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Opinions June 3, 2013

June 3, 2013
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7th Circuit Court of Appeals
United States of America v. Jeffrey Weaver
12-3324
Criminal. Vacates judgment of the U.S. District Court for the Southern District of Indiana and remands for resentencing. Weaver was sentenced to 235 months imprisonment after the District Court determined his sentence should be enhanced because he was functioning as a manager/supervisor in supplying methamphetamine to two buyers and pressuring them to sell the drugs. The Circuit Court found his actions did not rise to the 3-level enhancement because he did not have the control necessary to coerce the buyers. Instead Weaver was encouraging behavior that would protect his investment and insure payment of the debt owed to him.  

The following opinion was issued after IL deadline Friday.
SAMS Hotel Group, LLC v. Environs, Inc.
12-2979
Civil. Affirms judgment of the U.S. District Court for the Southern District of Indiana that SAMS Hotel Group’s damages were limited to $70,000. The hotel group sued Environs for breach of contract after the hotel that Environs designed was found to have serious structural flaws and had to be demolished before being opened. SAMS argued its damages should exceed the limitation of liability provision in the contract because the language of the contract did not refer explicitly to Environs’ own negligence. Finding no indication in Indiana case law that the Indiana Supreme Court would extend the specificity rule to a limitation of liability clause that was knowingly negotiated by two sophisticated commercial entities, the Circuit Court concluded the district court properly held SAMS to the terms of its contract.

Indiana Court of Appeals
Bryant E. Wilson v. State of Indiana
27A02-1212-CR-1012
Criminal. Affirms in a divided opinion trial court denial of motion to correct erroneous sentence for convictions of Class A felony rape and criminal deviate conduct and Class B felony robbery. Judges Terry Crone and Ezra Friedlander affirmed the trial court’s denial, holding the aggregate sentence of 50 years in prison that included a partial consecutive sentence on the lesser count was not erroneous on its face. Chief Judge Margret Robb would reverse the denial, writing in dissent that she believed the sentence was erroneous because the partial consecutive sentence was not explicitly permitted by statute.

Indiana Supreme Court and Indiana Tax Court issued no opinions by IL deadline Monday.

 

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  1. Indiana's seatbelt law is not punishable as a crime. It is an infraction. Apparently some of our Circuit judges have deemed settled law inapplicable if it fails to fit their litmus test of political correctness. Extrapolating to redefine terms of behavior in a violation of immigration law to the entire body of criminal law leaves a smorgasbord of opportunity for judicial mischief.

  2. I wonder if $10 diversions for failure to wear seat belts are considered moral turpitude in federal immigration law like they are under Indiana law? Anyone know?

  3. What a fine article, thank you! I can testify firsthand and by detailed legal reports (at end of this note) as to the dire consequences of rejecting this truth from the fine article above: "The inclusion and expansion of this right [to jury] in Indiana’s Constitution is a clear reflection of our state’s intention to emphasize the importance of every Hoosier’s right to make their case in front of a jury of their peers." Over $20? Every Hoosier? Well then how about when your very vocation is on the line? How about instead of a jury of peers, one faces a bevy of political appointees, mini-czars, who care less about due process of the law than the real czars did? Instead of trial by jury, trial by ideological ordeal run by Orwellian agents? Well that is built into more than a few administrative law committees of the Ind S.Ct., and it is now being weaponized, as is revealed in articles posted at this ezine, to root out post moderns heresies like refusal to stand and pledge allegiance to all things politically correct. My career was burned at the stake for not so saluting, but I think I was just one of the early logs. Due, at least in part, to the removal of the jury from bar admission and bar discipline cases, many more fires will soon be lit. Perhaps one awaits you, dear heretic? Oh, at that Ind. article 12 plank about a remedy at law for every damage done ... ah, well, the founders evidently meant only for those damages done not by the government itself, rabid statists that they were. (Yes, that was sarcasm.) My written reports available here: Denied petition for cert (this time around): http://tinyurl.com/zdmawmw Denied petition for cert (from the 2009 denial and five year banishment): http://tinyurl.com/zcypybh Related, not written by me: Amicus brief: http://tinyurl.com/hvh7qgp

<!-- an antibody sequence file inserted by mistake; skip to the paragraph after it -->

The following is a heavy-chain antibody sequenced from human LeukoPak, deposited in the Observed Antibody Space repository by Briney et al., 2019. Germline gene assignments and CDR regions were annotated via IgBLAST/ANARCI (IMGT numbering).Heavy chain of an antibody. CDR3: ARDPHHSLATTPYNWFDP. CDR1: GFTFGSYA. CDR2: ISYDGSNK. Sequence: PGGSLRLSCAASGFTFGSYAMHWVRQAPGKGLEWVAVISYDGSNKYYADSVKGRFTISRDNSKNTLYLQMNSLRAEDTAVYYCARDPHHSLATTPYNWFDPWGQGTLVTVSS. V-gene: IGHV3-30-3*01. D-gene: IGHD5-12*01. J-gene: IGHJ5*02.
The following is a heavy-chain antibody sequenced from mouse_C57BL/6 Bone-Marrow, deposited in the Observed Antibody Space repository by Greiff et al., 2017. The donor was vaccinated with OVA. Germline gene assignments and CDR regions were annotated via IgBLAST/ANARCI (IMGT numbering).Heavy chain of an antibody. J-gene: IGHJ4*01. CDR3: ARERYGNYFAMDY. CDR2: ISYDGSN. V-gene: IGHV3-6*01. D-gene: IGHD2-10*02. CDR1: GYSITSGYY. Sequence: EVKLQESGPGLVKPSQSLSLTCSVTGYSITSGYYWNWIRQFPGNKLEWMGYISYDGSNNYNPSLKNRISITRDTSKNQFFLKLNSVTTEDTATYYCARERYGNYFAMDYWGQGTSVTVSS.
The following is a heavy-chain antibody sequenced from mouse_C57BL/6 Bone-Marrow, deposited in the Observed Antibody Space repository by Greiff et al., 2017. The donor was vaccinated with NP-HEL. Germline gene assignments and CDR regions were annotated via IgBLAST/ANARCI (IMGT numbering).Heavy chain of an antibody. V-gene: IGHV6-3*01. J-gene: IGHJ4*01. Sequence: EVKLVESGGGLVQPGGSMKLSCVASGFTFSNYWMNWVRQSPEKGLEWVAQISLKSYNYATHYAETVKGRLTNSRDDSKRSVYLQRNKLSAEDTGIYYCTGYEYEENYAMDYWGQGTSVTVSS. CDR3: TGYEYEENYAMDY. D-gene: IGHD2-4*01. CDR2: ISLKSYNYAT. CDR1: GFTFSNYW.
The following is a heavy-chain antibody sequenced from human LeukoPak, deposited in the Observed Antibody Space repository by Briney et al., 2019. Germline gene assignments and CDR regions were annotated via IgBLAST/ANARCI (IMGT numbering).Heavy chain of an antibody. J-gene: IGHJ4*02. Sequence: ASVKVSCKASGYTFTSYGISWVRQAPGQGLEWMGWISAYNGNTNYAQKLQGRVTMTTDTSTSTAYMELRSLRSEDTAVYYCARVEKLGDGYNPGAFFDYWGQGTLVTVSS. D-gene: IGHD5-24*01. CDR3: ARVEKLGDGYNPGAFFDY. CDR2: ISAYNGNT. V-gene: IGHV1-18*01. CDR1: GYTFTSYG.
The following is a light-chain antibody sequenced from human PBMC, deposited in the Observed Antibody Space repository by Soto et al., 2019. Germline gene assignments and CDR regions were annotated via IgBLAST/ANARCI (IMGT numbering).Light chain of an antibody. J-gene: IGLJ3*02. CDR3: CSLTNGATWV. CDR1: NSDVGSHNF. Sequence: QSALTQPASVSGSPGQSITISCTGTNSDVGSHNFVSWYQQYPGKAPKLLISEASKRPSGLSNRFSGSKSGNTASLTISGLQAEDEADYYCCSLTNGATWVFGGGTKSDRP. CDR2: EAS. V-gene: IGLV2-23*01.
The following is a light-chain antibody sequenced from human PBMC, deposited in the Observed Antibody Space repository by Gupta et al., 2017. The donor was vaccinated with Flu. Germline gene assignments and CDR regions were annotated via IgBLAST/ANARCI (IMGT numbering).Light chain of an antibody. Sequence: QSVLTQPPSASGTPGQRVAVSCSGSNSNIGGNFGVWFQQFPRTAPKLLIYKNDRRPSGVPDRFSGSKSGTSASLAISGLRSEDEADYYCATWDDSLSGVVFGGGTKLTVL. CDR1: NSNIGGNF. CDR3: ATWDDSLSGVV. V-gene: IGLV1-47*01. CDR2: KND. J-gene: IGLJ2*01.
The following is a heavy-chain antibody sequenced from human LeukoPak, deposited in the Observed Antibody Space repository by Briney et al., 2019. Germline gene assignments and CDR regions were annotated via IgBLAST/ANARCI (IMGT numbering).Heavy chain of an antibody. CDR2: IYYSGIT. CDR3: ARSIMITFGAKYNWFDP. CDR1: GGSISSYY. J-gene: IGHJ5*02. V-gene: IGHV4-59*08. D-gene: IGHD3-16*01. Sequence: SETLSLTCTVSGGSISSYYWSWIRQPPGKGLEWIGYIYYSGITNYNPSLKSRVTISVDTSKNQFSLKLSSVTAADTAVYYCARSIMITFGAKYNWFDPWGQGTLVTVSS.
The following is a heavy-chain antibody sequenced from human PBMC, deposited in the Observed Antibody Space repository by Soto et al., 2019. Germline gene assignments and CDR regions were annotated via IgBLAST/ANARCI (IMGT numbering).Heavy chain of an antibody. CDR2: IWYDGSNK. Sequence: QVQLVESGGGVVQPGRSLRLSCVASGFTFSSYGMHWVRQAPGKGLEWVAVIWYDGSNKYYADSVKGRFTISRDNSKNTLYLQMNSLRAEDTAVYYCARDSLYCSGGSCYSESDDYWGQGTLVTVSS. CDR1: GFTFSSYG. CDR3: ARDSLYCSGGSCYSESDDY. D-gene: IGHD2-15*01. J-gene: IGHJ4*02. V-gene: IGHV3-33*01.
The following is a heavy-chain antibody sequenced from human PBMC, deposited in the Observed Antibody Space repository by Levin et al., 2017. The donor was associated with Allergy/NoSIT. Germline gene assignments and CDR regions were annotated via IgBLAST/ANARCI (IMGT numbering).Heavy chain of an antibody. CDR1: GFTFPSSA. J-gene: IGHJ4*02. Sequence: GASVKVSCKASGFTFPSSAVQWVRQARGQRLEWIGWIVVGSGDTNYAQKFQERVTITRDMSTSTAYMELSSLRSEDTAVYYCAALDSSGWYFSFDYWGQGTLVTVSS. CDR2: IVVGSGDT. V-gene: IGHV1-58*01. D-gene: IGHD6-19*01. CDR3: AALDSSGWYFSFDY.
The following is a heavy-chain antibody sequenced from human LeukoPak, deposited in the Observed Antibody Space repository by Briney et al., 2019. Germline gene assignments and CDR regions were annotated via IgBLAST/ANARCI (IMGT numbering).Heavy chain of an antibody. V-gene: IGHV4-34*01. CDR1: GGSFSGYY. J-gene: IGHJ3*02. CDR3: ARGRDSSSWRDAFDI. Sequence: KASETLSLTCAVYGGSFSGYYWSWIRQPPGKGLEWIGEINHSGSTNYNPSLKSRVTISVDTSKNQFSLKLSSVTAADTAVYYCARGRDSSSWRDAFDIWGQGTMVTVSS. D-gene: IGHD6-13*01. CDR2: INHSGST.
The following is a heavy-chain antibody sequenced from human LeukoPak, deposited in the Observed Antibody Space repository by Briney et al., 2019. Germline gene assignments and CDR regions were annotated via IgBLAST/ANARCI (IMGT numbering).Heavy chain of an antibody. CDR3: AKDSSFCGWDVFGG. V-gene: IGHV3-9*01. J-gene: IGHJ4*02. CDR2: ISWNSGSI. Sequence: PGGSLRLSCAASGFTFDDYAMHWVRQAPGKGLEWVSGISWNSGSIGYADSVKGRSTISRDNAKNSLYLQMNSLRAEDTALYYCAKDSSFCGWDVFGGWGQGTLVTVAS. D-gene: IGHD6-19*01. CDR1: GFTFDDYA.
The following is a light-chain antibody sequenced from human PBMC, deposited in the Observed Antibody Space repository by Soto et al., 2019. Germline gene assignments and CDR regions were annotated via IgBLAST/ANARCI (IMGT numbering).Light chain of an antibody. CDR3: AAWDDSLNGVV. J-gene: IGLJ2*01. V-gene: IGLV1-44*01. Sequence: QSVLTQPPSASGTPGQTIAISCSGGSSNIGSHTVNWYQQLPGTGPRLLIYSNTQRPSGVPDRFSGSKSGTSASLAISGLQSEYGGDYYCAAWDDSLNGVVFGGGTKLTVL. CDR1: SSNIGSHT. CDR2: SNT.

4. Justice has finally been served. So glad that Dr. Ley can finally sleep peacefully at night knowing the truth has finally come to the surface.

  5. While this right is guaranteed by our Constitution, it has in recent years been hampered by insurance companies, i.e.; the practice of the plaintiff's own insurance company intervening in an action and filing a lien against any proceeds paid to their insured. In essence, causing an additional financial hurdle for a plaintiff to overcome at trial in terms of overall award. In a very real sense an injured party in exercise of their right to trial by jury may be the only party in a cause that would end up with zero compensation.

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